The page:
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Avoiding the middle income trap


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 International Tourism Leaders Summit – Integrated Solutions: Predictable Policy Making and Professional Bureaucracy. The panel highlighted the need for an engaged public service
 

Dhammika Perera speaking at the International Tourism Leaders Summit at the BMICH on Saturday said majority of the labour entering the market did so without any training and Perera argued that it was essential to give skills to people to increase productivity and pull them out of poverty. 

He pointed out that the main reason Sri Lanka has got caught up in the middle income trap (the middle-income trap is the situation in which a country’s growth slows after reaching middle income levels) is because it is not investing sufficiently in early childhood development and skilling its workforce properly. If this segment is helped with loans or given other support they will get the skills that they want. This has been a critical element of other countries that have broken out of the middle income trap.

Perera also noted the current poverty alleviation programs were poorly resourced because they provided too few funds to make a genuine impact on the lives of recipients and they were not properly targeted. The other point that was expressed was the need for the bureaucracy to be more hospitable to private sector investments and the need for consistent policies across all sectors.

Global experience

Most countries around the world struggle to implement good policies and only a few have succeeded in reaching high-income status and sustaining that growth. Take Turkey, which was growing towards high-income status but then experienced a huge slowdown, or Argentina, which reached high-income status but fell again to middle-income status because of policy and political uncertainty.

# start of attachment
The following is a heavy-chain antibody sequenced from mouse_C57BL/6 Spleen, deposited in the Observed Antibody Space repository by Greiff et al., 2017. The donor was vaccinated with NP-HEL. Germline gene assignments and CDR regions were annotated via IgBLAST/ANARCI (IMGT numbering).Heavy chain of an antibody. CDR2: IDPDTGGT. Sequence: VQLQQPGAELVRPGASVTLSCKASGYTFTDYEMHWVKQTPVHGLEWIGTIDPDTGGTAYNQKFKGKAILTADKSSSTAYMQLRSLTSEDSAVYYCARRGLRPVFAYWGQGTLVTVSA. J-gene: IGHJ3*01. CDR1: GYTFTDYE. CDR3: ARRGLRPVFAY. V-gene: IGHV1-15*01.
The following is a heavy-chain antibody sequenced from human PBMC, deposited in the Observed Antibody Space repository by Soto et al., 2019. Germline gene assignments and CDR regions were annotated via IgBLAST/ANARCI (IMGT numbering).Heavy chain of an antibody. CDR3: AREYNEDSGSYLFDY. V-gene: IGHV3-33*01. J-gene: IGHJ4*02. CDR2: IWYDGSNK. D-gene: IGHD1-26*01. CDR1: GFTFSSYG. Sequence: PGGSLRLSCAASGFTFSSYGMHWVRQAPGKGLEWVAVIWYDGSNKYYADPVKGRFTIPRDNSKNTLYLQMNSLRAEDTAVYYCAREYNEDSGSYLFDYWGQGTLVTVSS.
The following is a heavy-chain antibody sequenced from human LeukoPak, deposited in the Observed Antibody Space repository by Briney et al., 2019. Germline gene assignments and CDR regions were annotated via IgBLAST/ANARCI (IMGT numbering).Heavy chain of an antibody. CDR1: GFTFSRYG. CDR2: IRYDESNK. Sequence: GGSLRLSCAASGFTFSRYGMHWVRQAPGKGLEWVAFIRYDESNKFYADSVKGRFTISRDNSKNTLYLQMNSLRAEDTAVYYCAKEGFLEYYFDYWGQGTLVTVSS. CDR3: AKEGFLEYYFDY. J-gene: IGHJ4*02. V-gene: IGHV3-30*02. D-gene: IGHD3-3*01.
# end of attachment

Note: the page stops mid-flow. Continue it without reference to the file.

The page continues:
While those countries like Poland and Taiwan that moved through the middle income trap, their economic growth was inclusive, jobs and salaries increased, inequality across income groups and provinces reduced, education levels increased and poverty declined drastically.

Recipe for success 

For a start it is important to get the public institutions right—economic but also political—and guide reform with a shared vision. Also countries like Poland sustained its high growth with a performing democracy—one that supported a socially responsible market economy. Such a vision facilitated remarkable policy continuity spanning 18 governments since democratisation. Therefore the creation and strengthening the structures of the basic democratic institutions at the local and national levels is critical. 

The support structures, helps to create a political consensus for deeper economic institutional change and sustainable public finances. Then ensuring macroeconomic stability is key to keep inflation and public debt under control. Integrating local markets into global markets help increase national competitiveness. 

We need Foreign Direct Investment to enable our domestic firms to participate in international value chains and exposed them to the international markets, which will provide access to better inputs, capital goods, and technological transfers, good reforms and solid investments in human capital, which can result in large gains in educational attainment and ensure broad-based access to quality education across all income groups and regions to pull people out of the poverty trap.

Business opportunities 

Creating competitive and open markets is required to provide business opportunities for firms and jobs to increase business growth and also earnings. Their prosperity will generate demand for goods and services. Opening up to global capital intelligently will give the economy a massive boost. The country needs to shift resources from low to high productivity sectors for exports to make the transformation.

Conclusion 

The Sri Lankan economy needs to rise as a whole, not in parts only. Achieving and sustaining growth requires the mass mobilisation of financial as well as human capital. If not, large sections of the population will not see their lives improve and will be left behind. Therefore the quality of healthcare, education and skill development for the deprived masses is a must. In the interim, policymakers must not use the trap story as an excuse for poor short -term economic growth. 

The country should do all it can for a much needed upsurge in economic activity. Failure at this stage could leave Sri Lanka stagnant in a lower middle-income bracket, even as Asia strives to catch up with the West and overtake them. If this is to be an “Asian century,” Sri Lanka must stay in the reckoning for the sake of the next few generations.

(The writer is a thought leader.)


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